The dilution of reputational sanctions implies that broader standards cause a reduction in the deterrence of consumer welfare reducing conduct, due to what we call the “stigma dilution effect.”[132] However, the same broadening of standards now enables the deterrence of acts that reform proponents argue are socially undesirable due to reasons other than harms to consumers.[133] Thus, the broadening of standards can be justified, despite the stigma dilution of consumer harming conduct, only if the broadened standard leads to a substantial reduction in the commission of the types of conduct that antitrust laws did not previously punish but would punish upon the broadening of antitrust standards. We show through illustrative simulations that the increase in consumer welfare-reducing conduct can more than offset the deterrence of the newly regulated conduct.[134]

In short, our analysis delivers two main points: First, our model suggests that broadening antitrust standards may, all else equal, increase the commission of consumer welfare-reducing acts; Second, it suggests that broader standards can, counter-intuitively, lead to an increase in the commission of conduct perceived to be harmful by those who advocate for broader standards. Next, we formalize these points through an economic model.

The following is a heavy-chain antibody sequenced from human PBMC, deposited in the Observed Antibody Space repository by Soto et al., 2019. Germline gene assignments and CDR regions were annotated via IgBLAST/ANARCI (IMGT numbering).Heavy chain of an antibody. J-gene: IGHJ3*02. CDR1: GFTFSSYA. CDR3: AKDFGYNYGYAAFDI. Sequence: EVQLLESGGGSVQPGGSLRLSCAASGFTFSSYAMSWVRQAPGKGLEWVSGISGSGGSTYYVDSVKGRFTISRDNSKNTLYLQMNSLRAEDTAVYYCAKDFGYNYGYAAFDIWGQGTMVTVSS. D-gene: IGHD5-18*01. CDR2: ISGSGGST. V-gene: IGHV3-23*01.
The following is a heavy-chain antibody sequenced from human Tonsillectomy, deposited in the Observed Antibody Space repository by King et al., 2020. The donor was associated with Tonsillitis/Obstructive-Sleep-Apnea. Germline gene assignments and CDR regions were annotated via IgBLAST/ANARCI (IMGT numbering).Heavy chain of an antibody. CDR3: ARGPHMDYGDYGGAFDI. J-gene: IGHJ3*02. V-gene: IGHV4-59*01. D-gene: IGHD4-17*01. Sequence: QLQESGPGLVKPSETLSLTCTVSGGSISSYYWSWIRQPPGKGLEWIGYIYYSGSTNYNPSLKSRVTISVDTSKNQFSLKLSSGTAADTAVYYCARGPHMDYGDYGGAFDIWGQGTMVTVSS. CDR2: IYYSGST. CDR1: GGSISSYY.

A. Model Setup

Let us consider a continuum of conduct, t[0, 1], each of which can be committed by firms in a market. For instance, t may be a classification of conduct based on the types and extent of harms they cause, for example, a small t generates large harm to consumers, a large t is completely benign, and an intermediate t is not harmful to consumers but may cause harm to other parties. This type of classification can also be visualized through more discrete, familiar business practices: we can imagine that conduct t captures the degree of collaboration among industry competitors (where t=1 means no collaboration and t=0 is naked price fixing) or the market share of the firm engaging in a particular practice, e.g., exclusive dealing or self-preferencing (where t=1 means de minimis market share).

The private benefit a firm obtains from committing conduct t is b[0, ¯b] and, therefore, each firm can be specified as a pair b, t, and we denote by f(b, t) the joint probability density function over firms. Similarly, we denote the associated cumulative distribution function as F(b, t).[135]